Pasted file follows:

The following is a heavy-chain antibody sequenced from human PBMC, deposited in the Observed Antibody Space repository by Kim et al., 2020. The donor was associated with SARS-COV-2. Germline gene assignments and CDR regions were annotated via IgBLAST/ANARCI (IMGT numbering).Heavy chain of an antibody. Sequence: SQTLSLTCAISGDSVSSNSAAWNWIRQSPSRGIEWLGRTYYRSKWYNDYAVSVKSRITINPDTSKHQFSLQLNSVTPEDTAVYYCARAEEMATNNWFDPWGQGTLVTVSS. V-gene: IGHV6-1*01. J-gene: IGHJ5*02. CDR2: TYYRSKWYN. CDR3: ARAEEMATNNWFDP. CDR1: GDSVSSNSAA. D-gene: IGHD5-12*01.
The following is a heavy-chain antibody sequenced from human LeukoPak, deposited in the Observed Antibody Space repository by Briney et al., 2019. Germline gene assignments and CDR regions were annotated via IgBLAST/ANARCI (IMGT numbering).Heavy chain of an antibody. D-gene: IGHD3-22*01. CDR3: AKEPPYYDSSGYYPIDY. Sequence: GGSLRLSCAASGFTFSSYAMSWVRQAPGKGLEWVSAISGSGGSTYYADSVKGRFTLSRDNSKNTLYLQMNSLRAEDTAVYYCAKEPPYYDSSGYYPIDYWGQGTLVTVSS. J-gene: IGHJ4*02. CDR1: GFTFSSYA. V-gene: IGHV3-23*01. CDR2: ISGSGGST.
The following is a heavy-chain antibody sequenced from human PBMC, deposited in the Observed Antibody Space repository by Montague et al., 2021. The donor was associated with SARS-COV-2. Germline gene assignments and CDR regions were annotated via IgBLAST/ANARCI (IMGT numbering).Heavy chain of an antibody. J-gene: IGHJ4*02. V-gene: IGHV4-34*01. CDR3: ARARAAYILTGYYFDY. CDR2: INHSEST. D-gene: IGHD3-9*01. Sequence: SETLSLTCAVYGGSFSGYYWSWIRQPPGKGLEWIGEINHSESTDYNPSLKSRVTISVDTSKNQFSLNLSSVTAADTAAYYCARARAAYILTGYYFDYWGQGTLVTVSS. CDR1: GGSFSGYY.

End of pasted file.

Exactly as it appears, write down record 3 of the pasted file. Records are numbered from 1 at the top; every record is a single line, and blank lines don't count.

The following is a heavy-chain antibody sequenced from human PBMC, deposited in the Observed Antibody Space repository by Montague et al., 2021. The donor was associated with SARS-COV-2. Germline gene assignments and CDR regions were annotated via IgBLAST/ANARCI (IMGT numbering).Heavy chain of an antibody. J-gene: IGHJ4*02. V-gene: IGHV4-34*01. CDR3: ARARAAYILTGYYFDY. CDR2: INHSEST. D-gene: IGHD3-9*01. Sequence: SETLSLTCAVYGGSFSGYYWSWIRQPPGKGLEWIGEINHSESTDYNPSLKSRVTISVDTSKNQFSLNLSSVTAADTAAYYCARARAAYILTGYYFDYWGQGTLVTVSS. CDR1: GGSFSGYY.